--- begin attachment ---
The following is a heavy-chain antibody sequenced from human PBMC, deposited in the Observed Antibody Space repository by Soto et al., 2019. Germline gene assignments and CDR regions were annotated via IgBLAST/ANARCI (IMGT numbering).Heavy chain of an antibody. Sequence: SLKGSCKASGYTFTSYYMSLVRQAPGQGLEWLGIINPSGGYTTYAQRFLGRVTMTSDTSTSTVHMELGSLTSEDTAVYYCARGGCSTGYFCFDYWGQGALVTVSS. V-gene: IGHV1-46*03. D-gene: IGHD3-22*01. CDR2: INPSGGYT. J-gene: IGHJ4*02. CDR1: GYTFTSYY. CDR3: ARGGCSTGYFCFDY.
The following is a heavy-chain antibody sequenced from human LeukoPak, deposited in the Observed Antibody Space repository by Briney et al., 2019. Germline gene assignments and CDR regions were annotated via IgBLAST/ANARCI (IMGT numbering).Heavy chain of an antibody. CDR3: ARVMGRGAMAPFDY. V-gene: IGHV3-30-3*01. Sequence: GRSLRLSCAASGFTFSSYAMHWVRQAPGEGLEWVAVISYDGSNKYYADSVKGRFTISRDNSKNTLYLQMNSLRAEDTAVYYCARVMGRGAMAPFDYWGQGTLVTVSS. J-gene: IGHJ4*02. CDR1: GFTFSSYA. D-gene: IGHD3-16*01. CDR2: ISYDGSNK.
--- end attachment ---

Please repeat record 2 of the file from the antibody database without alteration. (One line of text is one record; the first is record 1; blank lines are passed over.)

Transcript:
The following is a heavy-chain antibody sequenced from human LeukoPak, deposited in the Observed Antibody Space repository by Briney et al., 2019. Germline gene assignments and CDR regions were annotated via IgBLAST/ANARCI (IMGT numbering).Heavy chain of an antibody. CDR3: ARVMGRGAMAPFDY. V-gene: IGHV3-30-3*01. Sequence: GRSLRLSCAASGFTFSSYAMHWVRQAPGEGLEWVAVISYDGSNKYYADSVKGRFTISRDNSKNTLYLQMNSLRAEDTAVYYCARVMGRGAMAPFDYWGQGTLVTVSS. J-gene: IGHJ4*02. CDR1: GFTFSSYA. D-gene: IGHD3-16*01. CDR2: ISYDGSNK.